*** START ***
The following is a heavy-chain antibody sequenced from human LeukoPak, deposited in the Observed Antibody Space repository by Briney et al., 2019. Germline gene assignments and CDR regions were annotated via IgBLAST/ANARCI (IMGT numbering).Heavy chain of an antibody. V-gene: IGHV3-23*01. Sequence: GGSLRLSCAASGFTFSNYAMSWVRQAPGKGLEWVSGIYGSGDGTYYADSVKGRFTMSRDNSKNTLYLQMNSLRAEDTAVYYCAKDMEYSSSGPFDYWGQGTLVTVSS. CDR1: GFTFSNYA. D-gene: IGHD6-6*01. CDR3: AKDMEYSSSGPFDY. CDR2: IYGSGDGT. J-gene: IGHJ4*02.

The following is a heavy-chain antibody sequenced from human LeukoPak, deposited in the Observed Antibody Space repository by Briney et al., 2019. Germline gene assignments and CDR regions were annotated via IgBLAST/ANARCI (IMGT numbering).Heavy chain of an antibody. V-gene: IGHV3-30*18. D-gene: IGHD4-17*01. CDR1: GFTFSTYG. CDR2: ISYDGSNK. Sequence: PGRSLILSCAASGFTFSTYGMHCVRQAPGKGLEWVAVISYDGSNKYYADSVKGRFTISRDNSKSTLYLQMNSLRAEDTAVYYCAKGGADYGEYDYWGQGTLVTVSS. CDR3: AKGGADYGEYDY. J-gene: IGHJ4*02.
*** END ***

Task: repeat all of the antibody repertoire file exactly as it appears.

The following is a heavy-chain antibody sequenced from human LeukoPak, deposited in the Observed Antibody Space repository by Briney et al., 2019. Germline gene assignments and CDR regions were annotated via IgBLAST/ANARCI (IMGT numbering).Heavy chain of an antibody. V-gene: IGHV3-23*01. Sequence: GGSLRLSCAASGFTFSNYAMSWVRQAPGKGLEWVSGIYGSGDGTYYADSVKGRFTMSRDNSKNTLYLQMNSLRAEDTAVYYCAKDMEYSSSGPFDYWGQGTLVTVSS. CDR1: GFTFSNYA. D-gene: IGHD6-6*01. CDR3: AKDMEYSSSGPFDY. CDR2: IYGSGDGT. J-gene: IGHJ4*02.

The following is a heavy-chain antibody sequenced from human LeukoPak, deposited in the Observed Antibody Space repository by Briney et al., 2019. Germline gene assignments and CDR regions were annotated via IgBLAST/ANARCI (IMGT numbering).Heavy chain of an antibody. V-gene: IGHV3-30*18. D-gene: IGHD4-17*01. CDR1: GFTFSTYG. CDR2: ISYDGSNK. Sequence: PGRSLILSCAASGFTFSTYGMHCVRQAPGKGLEWVAVISYDGSNKYYADSVKGRFTISRDNSKSTLYLQMNSLRAEDTAVYYCAKGGADYGEYDYWGQGTLVTVSS. CDR3: AKGGADYGEYDY. J-gene: IGHJ4*02.